Mark Shurtleff: Boise State snub helps BCS antitrust lawsuit
Football • A.G. expects antitrust case to be filed next month.
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Attorney General Mark Shurtleff says he expects to sue the Bowl Championship Series by next month and that the snub of Boise State in this season's bowl games gives additional fodder to the impending lawsuit.

"I think we got some really good, new facts this season to support our case," Shurtleff told The Tribune in a recent interview. "The big example again is Boise State. They had one loss and finished in the Top 10, and yet they don't get a [BCS] bowl game."

Instead of Boise State, the Discover Orange Bowl selected West Virginia and Clemson, each with three losses. The Allstate Sugar Bowl took Michigan and Virginia Tech, both of which were ranked below Boise State.

The Broncos were relegated to the Maaco Bowl, where they dominated Arizona State and earned $1.1 million. If they had made the BCS, Boise State's conference would have shared $26.4 million.

But Bill Hancock, executive director of the Bowl Championship Series, defends the system and says it has opened up access for small-conference teams to the premier bowl games.

The National Championship game is designed to pair the top two teams in the country. After that, the bowls can pick the teams they desire.

"The Sugar Bowl is an independent organization. It owns the game, presents the game, and arranges for the opportunities for student-athletes, coaches, and fans to enjoy as part of the bowl experience," he said in an email. "It makes no sense that, having created the event, the Sugar Bowl should not be able to select those teams that it wishes to invite to its game."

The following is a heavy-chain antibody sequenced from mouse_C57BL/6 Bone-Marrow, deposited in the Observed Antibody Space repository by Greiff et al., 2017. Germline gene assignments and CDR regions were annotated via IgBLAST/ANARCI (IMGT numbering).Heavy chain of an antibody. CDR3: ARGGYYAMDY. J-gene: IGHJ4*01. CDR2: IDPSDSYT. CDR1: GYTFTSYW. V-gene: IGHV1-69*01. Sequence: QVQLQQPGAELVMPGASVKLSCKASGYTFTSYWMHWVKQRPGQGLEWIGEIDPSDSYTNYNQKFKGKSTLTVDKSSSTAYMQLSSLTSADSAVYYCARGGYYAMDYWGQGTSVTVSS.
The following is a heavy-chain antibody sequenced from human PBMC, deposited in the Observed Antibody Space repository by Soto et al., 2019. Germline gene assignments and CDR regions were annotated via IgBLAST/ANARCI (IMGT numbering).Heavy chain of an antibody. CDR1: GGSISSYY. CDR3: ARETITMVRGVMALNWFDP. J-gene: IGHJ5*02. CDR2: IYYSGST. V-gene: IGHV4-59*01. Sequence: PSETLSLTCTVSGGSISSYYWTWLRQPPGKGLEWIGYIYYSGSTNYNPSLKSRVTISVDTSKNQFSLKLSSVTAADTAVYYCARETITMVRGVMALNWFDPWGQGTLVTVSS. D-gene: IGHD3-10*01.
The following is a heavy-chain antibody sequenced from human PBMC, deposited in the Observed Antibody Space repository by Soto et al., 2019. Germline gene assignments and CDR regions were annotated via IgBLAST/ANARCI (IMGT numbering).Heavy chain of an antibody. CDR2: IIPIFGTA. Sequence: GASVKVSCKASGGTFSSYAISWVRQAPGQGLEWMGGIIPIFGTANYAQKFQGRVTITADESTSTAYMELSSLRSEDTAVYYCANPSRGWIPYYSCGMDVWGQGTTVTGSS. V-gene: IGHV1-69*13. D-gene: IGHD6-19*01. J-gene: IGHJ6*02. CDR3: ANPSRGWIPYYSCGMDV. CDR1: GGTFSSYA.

Under the BCS structure, six conferences — the traditional football powerhouses — have automatic qualifying spots. Hancock said before the BCS, teams from outside those top conferences have cracked into one of the elite bowl games only five times in 54 years.

Since the BCS was created, seven teams have played in those games in eight years.

"Think about that," he said. "Five times in 54 years versus seven times in eight years."

That argument may pose the biggest challenge to any lawsuit that Shurtleff ends up filing, according to Michael McCann, director of the Sports Law Institute at the Vermont Law School.

"Before there was a BCS, there was no playoff system, so it's not clear there would be one after," he said. "That helps it in court, because they can argue that, on balance, it promotes competition because it provides a system that didn't exist before."

The court may be reluctant to determine there is a legal right to a college football playoff and decide that it is unwilling or unable to undo any harm done by the system.

"There are clearly overtly anti-competitive qualities to the BCS," McCann said. "But I think, on balance, at this point going into the litigation, I think the BCS would be favored."

For nearly three years — ever since an undefeated University of Utah was denied a shot at the national title, trouncing Alabama in the Sugar Bowl instead — Shurtleff has been threatening to sue the BCS for colluding to deprive schools from smaller conferences a shot at elite bowl games. (Utah joined the Pac-12 last year, which is a BCS automatic-qualifying conference.)